I also have to deal with angry emails from people whose comments weren't published, who accuse me of "only wanting applause", "not being ready to hear a different opinion" and "preaching to the choir." I do understand the frustration of those who put the time and effort into writing a long, contemplative comment, only to have it deleted by me. I never lie and say it was just swallowed up by a blogger glitch (as sometimes it indeed happens). I state my reasons, but I must admit, it's exhausting.

You are right, there are so many places on the web to hear the PC points of view, but only one blog where I can express my opinions. At first, I felt I must answer every comment that argues against what I say, but I have long since given up on the idea of making everybody happy. I cannot answer every comment, and yes, I do press the "reject" button much more often than before. I am tempted to do it even more often, for the peace of mind of myself and even more, readers such as you, who only want support and encouragement and come across plenty of naysayers as it is.

But you do see some comments many of my readers feel we could do without. Sometimes, it's because I simply don't have the heart to reject a long, thoughtful and well-written comment, in particular when it's written by someone I already "know" and don't feel comfortable to just write off. Rejecting anonymous comments is much easier, because then I know that person probably doesn't stand behind what he or she said anyway. Sometimes the arguments are valid and I feel I must respond.

Anyway, I'm just giving you a glimpse of how time-consuming and difficult a matter such as comment moderation can be. I have sometimes considered cancelling comments altogether, but I do love the supportive network of the friends who visit and comment.

I will continue striving to find the balance, and hope that you have the patience to continue to bear with me!

Wednesday, December 30, 2009

The woes of a biscuit maker

Last night, I tried making biscuits using a hand-press biscuit maker such as this one. It was, shall we say, less than a smashing success. I had aimed at shaped biscuits, but the dough wouldn't stick to the cookie sheet and the structure didn't seem right either. As it was my first attempt at using the biscuit-maker, I have no idea what went wrong. I used a recipe based on a recipe found on the web, which was supposed to work for a biscuit maker:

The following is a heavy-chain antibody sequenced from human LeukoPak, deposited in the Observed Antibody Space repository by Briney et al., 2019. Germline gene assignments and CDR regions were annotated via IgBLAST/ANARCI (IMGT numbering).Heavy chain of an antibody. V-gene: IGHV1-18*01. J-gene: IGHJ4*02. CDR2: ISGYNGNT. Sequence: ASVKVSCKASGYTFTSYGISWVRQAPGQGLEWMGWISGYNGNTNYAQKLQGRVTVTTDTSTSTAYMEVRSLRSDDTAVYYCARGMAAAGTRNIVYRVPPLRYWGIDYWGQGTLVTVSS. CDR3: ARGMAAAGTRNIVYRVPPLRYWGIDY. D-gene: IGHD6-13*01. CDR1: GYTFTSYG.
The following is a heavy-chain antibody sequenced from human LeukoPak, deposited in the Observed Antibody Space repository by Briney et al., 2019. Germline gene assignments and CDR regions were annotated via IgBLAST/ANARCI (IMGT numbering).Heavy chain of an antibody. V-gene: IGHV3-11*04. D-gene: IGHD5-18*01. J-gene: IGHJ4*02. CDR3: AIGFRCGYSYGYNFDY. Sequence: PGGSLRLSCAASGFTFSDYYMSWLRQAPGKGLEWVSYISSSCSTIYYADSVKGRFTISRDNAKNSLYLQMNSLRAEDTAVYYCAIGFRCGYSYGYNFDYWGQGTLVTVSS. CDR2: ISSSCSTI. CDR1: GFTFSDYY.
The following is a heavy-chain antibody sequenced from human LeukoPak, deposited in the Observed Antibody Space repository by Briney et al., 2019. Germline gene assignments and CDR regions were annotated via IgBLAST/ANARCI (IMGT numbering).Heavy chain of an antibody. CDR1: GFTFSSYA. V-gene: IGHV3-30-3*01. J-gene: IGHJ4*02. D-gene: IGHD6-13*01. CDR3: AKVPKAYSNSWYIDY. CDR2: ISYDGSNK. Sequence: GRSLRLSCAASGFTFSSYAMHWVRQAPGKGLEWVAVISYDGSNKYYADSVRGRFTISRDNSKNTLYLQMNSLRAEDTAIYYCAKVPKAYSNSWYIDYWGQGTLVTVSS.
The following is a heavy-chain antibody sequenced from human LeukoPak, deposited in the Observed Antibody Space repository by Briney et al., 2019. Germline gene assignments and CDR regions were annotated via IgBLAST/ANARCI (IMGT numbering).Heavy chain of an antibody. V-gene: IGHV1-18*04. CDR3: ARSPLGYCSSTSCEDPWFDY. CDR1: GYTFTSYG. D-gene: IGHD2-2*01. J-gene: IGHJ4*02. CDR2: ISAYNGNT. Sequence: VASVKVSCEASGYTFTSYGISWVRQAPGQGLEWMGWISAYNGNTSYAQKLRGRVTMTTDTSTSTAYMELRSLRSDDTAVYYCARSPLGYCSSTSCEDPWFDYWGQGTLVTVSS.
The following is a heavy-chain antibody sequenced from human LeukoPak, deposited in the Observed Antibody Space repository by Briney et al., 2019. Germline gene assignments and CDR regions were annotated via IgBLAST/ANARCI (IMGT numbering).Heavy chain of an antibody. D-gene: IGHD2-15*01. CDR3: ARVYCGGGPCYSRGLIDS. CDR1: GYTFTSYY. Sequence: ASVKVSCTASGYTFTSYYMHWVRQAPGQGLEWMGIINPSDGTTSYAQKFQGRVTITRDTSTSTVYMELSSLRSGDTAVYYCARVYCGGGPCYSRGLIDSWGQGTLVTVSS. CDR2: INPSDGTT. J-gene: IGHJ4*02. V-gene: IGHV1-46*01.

about 3\4 cup of sugar
2 eggs
1 pinch salt
500g flour (plain)
1 cup of oil
3 tsp. of cocoa powder
1 tbsp. of orange zest

I also added just a tiny bit of water, because the dough kept falling apart. In the end, nothing helped, and I gave up and shaped my cookies by hand.
This is what I got. I dusted them with mixture of powdered almond and peanut before baking for approx. 15 minutes on low, until they were slightly browned.

They are actually quite good, but I would appreciate the advice of those who are experienced in the usage of a biscuit maker, and I'd be happy to get a good, tried-and-true recipe. Thank you ladies!

Tuesday, December 29, 2009

Cake in the toaster?!

It sounds weird, but a minute or so in the toaster is great for cakes that are slightly under-baked. We have apple cake that I made a few days ago, and it came out a tiny bit under-baked. My husband put a slice in the toaster. Sure, it was slightly squished, but it also came out wonderfully crisp, warm and slightly browned after a very short time. Delicious. I got excited about the idea and had a slice myself. I suggest you give it a try next time you come across a slice of cake that could do with additional crispness.

When I say toaster, of course I don't mean a pop-up toaster, but a pressure toaster such as this one.

Monday, December 28, 2009

Shall we make a revolution?